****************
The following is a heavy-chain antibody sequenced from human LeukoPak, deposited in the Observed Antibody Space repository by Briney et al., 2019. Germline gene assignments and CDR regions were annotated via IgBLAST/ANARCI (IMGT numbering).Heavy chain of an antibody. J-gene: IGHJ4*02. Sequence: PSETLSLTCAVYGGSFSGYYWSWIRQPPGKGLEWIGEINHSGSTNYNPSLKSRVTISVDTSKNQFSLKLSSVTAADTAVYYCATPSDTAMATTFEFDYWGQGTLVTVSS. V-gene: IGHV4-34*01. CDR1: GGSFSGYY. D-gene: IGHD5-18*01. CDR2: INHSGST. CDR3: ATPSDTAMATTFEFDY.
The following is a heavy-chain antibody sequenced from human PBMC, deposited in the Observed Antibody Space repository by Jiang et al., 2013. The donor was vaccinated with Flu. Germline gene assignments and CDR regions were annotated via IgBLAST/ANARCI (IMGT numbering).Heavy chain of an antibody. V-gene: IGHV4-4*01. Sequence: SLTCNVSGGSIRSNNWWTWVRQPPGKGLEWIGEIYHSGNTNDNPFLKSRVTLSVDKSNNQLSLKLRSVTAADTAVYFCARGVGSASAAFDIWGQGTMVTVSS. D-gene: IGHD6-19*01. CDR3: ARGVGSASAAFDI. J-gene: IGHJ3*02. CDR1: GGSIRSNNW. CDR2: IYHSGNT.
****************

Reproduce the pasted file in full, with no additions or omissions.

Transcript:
The following is a heavy-chain antibody sequenced from human LeukoPak, deposited in the Observed Antibody Space repository by Briney et al., 2019. Germline gene assignments and CDR regions were annotated via IgBLAST/ANARCI (IMGT numbering).Heavy chain of an antibody. J-gene: IGHJ4*02. Sequence: PSETLSLTCAVYGGSFSGYYWSWIRQPPGKGLEWIGEINHSGSTNYNPSLKSRVTISVDTSKNQFSLKLSSVTAADTAVYYCATPSDTAMATTFEFDYWGQGTLVTVSS. V-gene: IGHV4-34*01. CDR1: GGSFSGYY. D-gene: IGHD5-18*01. CDR2: INHSGST. CDR3: ATPSDTAMATTFEFDY.
The following is a heavy-chain antibody sequenced from human PBMC, deposited in the Observed Antibody Space repository by Jiang et al., 2013. The donor was vaccinated with Flu. Germline gene assignments and CDR regions were annotated via IgBLAST/ANARCI (IMGT numbering).Heavy chain of an antibody. V-gene: IGHV4-4*01. Sequence: SLTCNVSGGSIRSNNWWTWVRQPPGKGLEWIGEIYHSGNTNDNPFLKSRVTLSVDKSNNQLSLKLRSVTAADTAVYFCARGVGSASAAFDIWGQGTMVTVSS. D-gene: IGHD6-19*01. CDR3: ARGVGSASAAFDI. J-gene: IGHJ3*02. CDR1: GGSIRSNNW. CDR2: IYHSGNT.